Strengths and Limitations

There are 2 main strengths to this study. First, different experts in the fields of NLP, ML, systematic review methodology, and information science will participate in the planning and development of the study. Second, we have already identified 7 previous systematic reviews or scoping reviews on which we can build our methods. The main limitations of our study are the exclusion of studies published in languages other than English, French, Spanish, or Chinese and the use of Anglo-dominated databases. This is also a fast-paced area of research meaning that the applicability of our findings may change over time.


This scoping review protocol outlines steps that will guide our scoping review. This review will also identify and map studies that indicate the value of social media in detecting adverse events and improving pharmacovigilance. The results of this study may help inform current recommended practices and the future direction of research in this area.

Data Availability

The full search strategies for all the databases, the data extraction sheets, and a full list of the included and excluded studies will be made available in the completed scoping review.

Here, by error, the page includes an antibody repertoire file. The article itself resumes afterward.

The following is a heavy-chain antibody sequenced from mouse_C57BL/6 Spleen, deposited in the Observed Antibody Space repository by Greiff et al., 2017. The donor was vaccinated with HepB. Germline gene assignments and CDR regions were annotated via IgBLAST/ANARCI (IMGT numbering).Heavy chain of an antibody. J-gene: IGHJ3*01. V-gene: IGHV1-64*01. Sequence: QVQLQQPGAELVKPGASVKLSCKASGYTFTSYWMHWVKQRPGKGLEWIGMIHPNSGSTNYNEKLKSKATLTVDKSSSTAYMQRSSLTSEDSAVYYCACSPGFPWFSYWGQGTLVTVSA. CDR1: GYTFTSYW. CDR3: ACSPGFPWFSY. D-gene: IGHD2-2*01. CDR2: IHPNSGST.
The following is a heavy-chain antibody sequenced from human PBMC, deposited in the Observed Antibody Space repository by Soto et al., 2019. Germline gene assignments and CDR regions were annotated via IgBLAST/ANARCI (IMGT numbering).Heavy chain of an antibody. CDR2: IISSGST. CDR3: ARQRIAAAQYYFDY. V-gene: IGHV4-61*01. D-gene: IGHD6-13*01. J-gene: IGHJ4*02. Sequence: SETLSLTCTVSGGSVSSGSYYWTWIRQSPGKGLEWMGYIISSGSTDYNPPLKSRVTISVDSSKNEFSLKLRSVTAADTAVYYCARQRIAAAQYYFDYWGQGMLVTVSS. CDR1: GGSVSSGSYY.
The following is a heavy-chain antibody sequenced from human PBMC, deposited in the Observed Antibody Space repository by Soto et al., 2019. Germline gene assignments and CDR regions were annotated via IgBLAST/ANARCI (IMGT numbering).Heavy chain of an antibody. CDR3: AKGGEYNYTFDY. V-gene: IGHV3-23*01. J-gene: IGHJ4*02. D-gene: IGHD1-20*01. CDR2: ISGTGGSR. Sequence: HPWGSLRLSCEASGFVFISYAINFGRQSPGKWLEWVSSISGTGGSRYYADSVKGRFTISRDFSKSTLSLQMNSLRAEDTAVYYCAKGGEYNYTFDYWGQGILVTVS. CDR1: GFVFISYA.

Authors' Contributions

SG, KO, YW, and GGH contributed to the development of the protocol. SG was in charge of developing the search strategy. SG, KO, YW, and GGH will develop the rest of the tasks of the scoping review.

Conflicts of Interest

None declared.

Multimedia Appendix 1

Draft search strategy for Ovid MEDLINE.

DOCX File , 16 KB

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ADE: adverse drug event
ML: machine learning
NLP: natural language processing
PRISMA-ScR: Preferred Reporting Items for Systematic Reviews and Meta-Analyses Extension for Scoping Reviews

Edited by A Mavragani; submitted 07.03.23; peer-reviewed by S Khademi, SQ Yoong, B Ru; comments to author 27.04.23; revised version received 05.05.23; accepted 06.05.23; published 02.08.23.


©Su Golder, Karen O'Connor, Yunwen Wang, Graciela Gonzalez Hernandez. Originally published in JMIR Research Protocols (, 02.08.2023.